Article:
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Airbnb: towards professionalization

While in its early years, the private rental platform offered a casual and innovative formula involving meeting the hosts and being transported into a foreign yet familiar environment, its latest developments illustrate a rise towards professionalization. A step-by-step analysis.

When the Air Bed & Breakfast website, the ancestor of Airbnb, was launched in 2007, it was because its designers could not afford to pay rent. Hence they arranged a few airbeds on their own apartment's floor, and offered a place to stay and breakfast to anyone looking for a place to stay overnight in San Francisco. This experiment, during which three people were hosted at Brian Chesky's and Joe Gebbia's flat, would have a major impact on the future of their burgeoning business. Its founders understood that it would be easier for people to forge connections with locals while staying at their place, in a casual and friendly atmosphere: this sums up, more or less, the 'travel philosophy' that shaped the rising star Airbnb's early beginnings - in line with the 'Couch-surfing' spirit that had the wind in its sails at the time.

Nevertheless, the platform's recent and current initiatives show that Airbnb has come a long way since the 'airbed' initial stage within the professional lodging business. A piece of information recently leaked in Bloomberg stated that the SF startup was on the brink of launching a 'premium' selection of rentals across its Airbnb listings, featuring high-quality accommodations based upon careful home inspections. This way, different ranges could be distinguished similarly to the way they may be in the professional hospitality industry, which has its star-scoring system.

It would appear that those wishing to have their accommodation listed under the 'premium' tab of Airbnb will have to meet standard requirements such as the availability of bathroom items (such as shampoo), of coffee, tea and bottled water in the kitchen area, as well as good-quality bedding.

This is not the first time that the San Francisco-based startup comes up with projects to make its supply more professional. A telling example is that it offers the services of a professional photographer to take high-quality pictures and highlight the accommodation's main features. In addition, the platform also advises its hosts on how to organize space, in order to both optimize the guests' stay and to standardize its many listings: "put a carafe of water and a novel by the bed", "show personality, not personal items", "learn from hotel bathrooms [...] and place rolled up white towels in a basket"... These tips refer to services already offered by hoteliers. Hence it comes as no surprise that more and more hoteliers list their rooms through Airbnb, without truly differentiating between their offer and private listings.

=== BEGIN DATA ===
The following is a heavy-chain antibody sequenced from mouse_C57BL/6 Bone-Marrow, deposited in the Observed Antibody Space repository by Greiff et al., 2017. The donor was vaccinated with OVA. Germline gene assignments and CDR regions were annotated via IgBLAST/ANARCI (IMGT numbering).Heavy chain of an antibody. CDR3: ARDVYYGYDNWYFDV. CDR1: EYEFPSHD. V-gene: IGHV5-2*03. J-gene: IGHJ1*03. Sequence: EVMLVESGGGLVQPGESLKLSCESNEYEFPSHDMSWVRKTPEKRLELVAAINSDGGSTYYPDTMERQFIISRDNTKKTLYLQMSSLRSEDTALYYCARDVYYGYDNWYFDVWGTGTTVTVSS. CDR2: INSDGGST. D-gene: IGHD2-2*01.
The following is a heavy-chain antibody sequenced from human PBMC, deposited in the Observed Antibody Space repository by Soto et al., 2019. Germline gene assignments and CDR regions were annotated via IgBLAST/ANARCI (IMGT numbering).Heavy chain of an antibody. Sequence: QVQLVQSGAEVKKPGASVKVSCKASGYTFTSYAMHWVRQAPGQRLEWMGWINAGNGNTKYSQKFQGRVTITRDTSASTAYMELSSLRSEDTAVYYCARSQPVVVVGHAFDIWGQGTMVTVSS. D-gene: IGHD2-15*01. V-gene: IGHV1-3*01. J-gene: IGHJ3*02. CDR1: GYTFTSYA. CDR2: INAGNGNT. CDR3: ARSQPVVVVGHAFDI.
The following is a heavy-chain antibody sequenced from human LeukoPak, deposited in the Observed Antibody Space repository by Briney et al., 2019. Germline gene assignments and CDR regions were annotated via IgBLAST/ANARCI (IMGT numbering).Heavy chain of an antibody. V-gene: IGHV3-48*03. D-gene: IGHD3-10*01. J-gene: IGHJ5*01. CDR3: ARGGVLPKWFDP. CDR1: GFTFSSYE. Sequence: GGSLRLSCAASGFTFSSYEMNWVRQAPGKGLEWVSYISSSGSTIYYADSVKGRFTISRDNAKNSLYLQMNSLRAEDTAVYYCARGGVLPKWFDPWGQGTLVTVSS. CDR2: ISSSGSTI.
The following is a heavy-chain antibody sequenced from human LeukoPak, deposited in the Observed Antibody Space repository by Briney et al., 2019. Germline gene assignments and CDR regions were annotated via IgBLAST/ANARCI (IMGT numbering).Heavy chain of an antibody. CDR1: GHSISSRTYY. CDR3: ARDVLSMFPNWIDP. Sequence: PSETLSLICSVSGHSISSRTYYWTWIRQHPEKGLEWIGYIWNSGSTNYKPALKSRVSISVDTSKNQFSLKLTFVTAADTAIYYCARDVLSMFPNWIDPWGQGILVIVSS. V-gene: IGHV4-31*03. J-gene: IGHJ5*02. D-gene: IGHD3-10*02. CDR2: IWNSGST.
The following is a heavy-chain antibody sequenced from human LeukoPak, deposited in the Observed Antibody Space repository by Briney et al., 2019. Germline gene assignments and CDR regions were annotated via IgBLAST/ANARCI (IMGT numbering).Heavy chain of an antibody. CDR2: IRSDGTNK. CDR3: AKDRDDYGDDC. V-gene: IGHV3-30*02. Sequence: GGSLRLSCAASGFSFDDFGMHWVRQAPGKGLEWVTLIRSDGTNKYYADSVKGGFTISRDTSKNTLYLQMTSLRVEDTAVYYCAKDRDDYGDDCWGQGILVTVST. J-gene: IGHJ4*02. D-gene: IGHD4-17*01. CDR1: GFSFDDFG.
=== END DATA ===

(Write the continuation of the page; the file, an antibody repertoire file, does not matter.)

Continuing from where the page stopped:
Even the check-in, which used to be the privileged moment when guests meet their host, has been automatized: when owners are not physically present to meet their guests, Airbnb recommends they leave the keys in a lockbox, protect the house via door code, or put a 'trusted neighbor' in charge of handling the keys over to the upcoming guests. Targeting business travellers and not only leisure ones also contributed to make Airbnb experiences less social, being shrunk to pure, automatic check-ins whose business travellers are very used to, who only consider Airbnb a cheaper and more widespread accommodating option than a hotel.

As our infographic highlights, Airbnb's 'traditional recipe' still distinguishes itself from the hospitality business in a few key points: first and foremost, it does not offer the services of an on-site trained staff, available 24/7. It also offsets the absence of dining outlets with the possibility for guests to cook for themselves. However, what has for a long time been Airbnb's hallmark - social interaction and meeting with locals - is threatened by automatization and efficiency issues.

In parallel, luxury hospitality seizes the opportunity to personalize the customer experience thanks to a tailored concierge service, as Starwood's 'W Insiders' illustrates: they indeed aim at offering their guests unique and exclusive services... Meanwhile, tourism residences also offer kitchen areas in their apartments, a trend also followed by numerous hostels that make a well-equipped communal kitchen available to its guests. There are several signs of convergence worth noticing.

Airbnb, a key player in the sharing economy, now has about 4 million listings available across its global network; it is more or less equivalent to the top 5 hotel groups' supply combined. And the San Francisco-based company increasingly mirrors the operational model of its professional counterparts by offering tailored services, distinguishing between ranges, providing guarantees on its listings' quality, as well as erasing, step by step, private individuals from the equation.

Also read:

  • Open Homes, Community Tourism Program: Airbnb's charm offensive?
  • Cuba: Trump allows U.S. tourists to stay in Airbnbs but not in hotels
  • The decree obliging renters using Airbnb and other platforms to register at the town hall has been published!
  • Airbnb creates its own accommodations

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